So in this book, the Long Range Foundation [Dedicated to our Decendants] is taking on the exploration for new planets for man to live on. And they have discovered some interesting things about twins. Identical twins, Pat and Tom are encouraged to join the expedition, and this story is the experience of the space-side twin as they experience both space and time travel. And of course, the boy, becomes a man. It's got a decent pace, a good plot line, a good crew on the ship and a satisfying outcome.
Audiobook Junkie... Love all types of Science Fiction
Heinlein was ahead of his time. He was an extremely inventive and imaginative author. I am not sure what order to read his books, although this one reminded me a lot of Star Man Jones. There wasn't much action for the most part, but there were some exciting parts and twists. This book is about discovery and exploration of planets for colonization in a future society of Earth where space travel is possible. Perspective takes place through the eyes of one character and the story writes like an autobiography over the course of years of his life. The basic premise is that people have discovered that twins can communicate telepathically. To date Earth has had trouble hearing back from long range scout ships that venture off to explore habitable worlds at the speed of light due to the great distances involved. The use of these twins for instantaneous communication may make it possible colonize worlds faster. The concept of space and time are explored in this novel. In addition, the effects of how time ages one twin differently than the other due to traveling at the speed of light is explored. We get a taste of alien worlds, like the Star Man Jones book, and once again I find myself wishing there was more meat to the story. But I do appreciate Time For The Stars for what it is meant to be, a light, stand alone, discovery, science fiction novel.
I thought I'd read all the great Heinlein books when I stumbled across this little juvenile gem on sale. It is such a well written human story comparable with "The Moon is a Harsh Mistress".
No, same. I just like when the perforer reads the book not performes the book.
The second planat were they lost a lot of the crew.
The main forgot his name, whoops.
No, to long for one sitting.
Author of The Zochtil, Read by Nick Sullivan
This is one of my favorite RAH books and I was so excited to see an audio of it! Now they just need to make an audio of Tunnel in the Sky. But Time for the Stars is one of RAH best books it tells the age old story of two twins separated by the affects of relativistic space flight.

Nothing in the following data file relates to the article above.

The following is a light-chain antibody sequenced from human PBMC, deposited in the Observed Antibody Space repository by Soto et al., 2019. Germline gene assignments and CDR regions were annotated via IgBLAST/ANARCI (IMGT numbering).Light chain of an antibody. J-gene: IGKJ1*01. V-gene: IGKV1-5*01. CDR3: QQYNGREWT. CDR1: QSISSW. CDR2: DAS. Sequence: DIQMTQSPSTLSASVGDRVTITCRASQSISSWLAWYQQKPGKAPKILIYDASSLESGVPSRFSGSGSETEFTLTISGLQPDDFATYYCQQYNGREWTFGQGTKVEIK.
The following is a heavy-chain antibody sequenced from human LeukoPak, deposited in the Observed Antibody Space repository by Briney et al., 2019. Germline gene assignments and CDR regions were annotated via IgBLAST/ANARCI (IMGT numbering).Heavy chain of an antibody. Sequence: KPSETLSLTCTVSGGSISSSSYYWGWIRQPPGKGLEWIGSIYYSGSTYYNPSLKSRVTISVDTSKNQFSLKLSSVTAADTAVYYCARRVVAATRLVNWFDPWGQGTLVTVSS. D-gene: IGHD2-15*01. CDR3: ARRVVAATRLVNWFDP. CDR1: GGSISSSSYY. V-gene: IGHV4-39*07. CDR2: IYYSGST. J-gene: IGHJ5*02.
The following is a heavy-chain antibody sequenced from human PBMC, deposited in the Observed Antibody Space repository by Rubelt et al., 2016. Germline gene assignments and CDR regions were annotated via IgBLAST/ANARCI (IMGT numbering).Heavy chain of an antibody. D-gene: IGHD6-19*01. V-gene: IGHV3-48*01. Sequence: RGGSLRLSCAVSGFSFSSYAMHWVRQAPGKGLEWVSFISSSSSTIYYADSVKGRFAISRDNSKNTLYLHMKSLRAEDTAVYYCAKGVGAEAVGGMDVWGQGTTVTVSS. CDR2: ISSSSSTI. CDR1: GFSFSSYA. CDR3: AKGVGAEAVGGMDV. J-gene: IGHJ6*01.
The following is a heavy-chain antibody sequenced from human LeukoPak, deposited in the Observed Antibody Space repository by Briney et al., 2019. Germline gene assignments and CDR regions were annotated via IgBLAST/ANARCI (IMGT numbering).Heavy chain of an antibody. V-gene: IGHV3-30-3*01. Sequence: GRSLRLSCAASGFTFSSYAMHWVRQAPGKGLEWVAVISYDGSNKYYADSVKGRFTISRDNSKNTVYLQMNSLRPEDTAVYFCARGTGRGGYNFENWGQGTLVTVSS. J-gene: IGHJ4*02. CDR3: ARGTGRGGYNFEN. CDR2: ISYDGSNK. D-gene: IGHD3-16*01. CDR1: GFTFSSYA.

Quite possibly. Barrett Whitner sounds perfect as the lead character.
He perfectly captures the personality of the lead character. He could've been almost telling youn a story about himself.
I am always a little leary of reading older sci-fi books. You never know how outdated some of the science may be. But Heinlein, like Asimov and Arthur C. Clark, manages to keep to the story and the characters and not get bogged down in pseudo science that is doomed to be outdated someday.
Learn, understand, then decide whether you accept or reject.
I always enjoy new concepts in science fiction, and while this book brings nothing that I haven't seen before in other stories, it does present the concepts and the characters in interesting ways.
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When one looks past the dated dialogue that identifies this as being authored in 1956, the concepts of time dilation at relativistic speeds has some fantastic possibilities for drama. "Don't look so dang sourpuss," and "Gee, that's swell" are actual lines, but it is almost as if Heinlein anticipates the linguistic drift that would occur in the decades to follow publication when his protagonist, removed from his descendants by decades spent traveling the stars at light speed, encounters difficulties deciphering the euphemisms and vernacular when he speaks to those of the younger generations. The discoveries and marvels encountered on the voyage are really secondary to the human drama of inter-generational strain as lives proceed at two different paces, forcing divided families to adapt.